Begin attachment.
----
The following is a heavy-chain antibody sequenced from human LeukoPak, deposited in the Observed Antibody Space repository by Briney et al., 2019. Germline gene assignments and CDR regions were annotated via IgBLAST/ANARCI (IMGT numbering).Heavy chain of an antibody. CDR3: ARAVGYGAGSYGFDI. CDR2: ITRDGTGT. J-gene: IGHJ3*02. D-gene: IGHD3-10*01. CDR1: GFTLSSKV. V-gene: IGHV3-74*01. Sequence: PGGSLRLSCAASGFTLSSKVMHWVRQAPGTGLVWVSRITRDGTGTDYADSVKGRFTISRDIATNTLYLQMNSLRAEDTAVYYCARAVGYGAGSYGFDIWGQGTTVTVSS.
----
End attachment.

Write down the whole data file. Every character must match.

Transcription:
The following is a heavy-chain antibody sequenced from human LeukoPak, deposited in the Observed Antibody Space repository by Briney et al., 2019. Germline gene assignments and CDR regions were annotated via IgBLAST/ANARCI (IMGT numbering).Heavy chain of an antibody. CDR3: ARAVGYGAGSYGFDI. CDR2: ITRDGTGT. J-gene: IGHJ3*02. D-gene: IGHD3-10*01. CDR1: GFTLSSKV. V-gene: IGHV3-74*01. Sequence: PGGSLRLSCAASGFTLSSKVMHWVRQAPGTGLVWVSRITRDGTGTDYADSVKGRFTISRDIATNTLYLQMNSLRAEDTAVYYCARAVGYGAGSYGFDIWGQGTTVTVSS.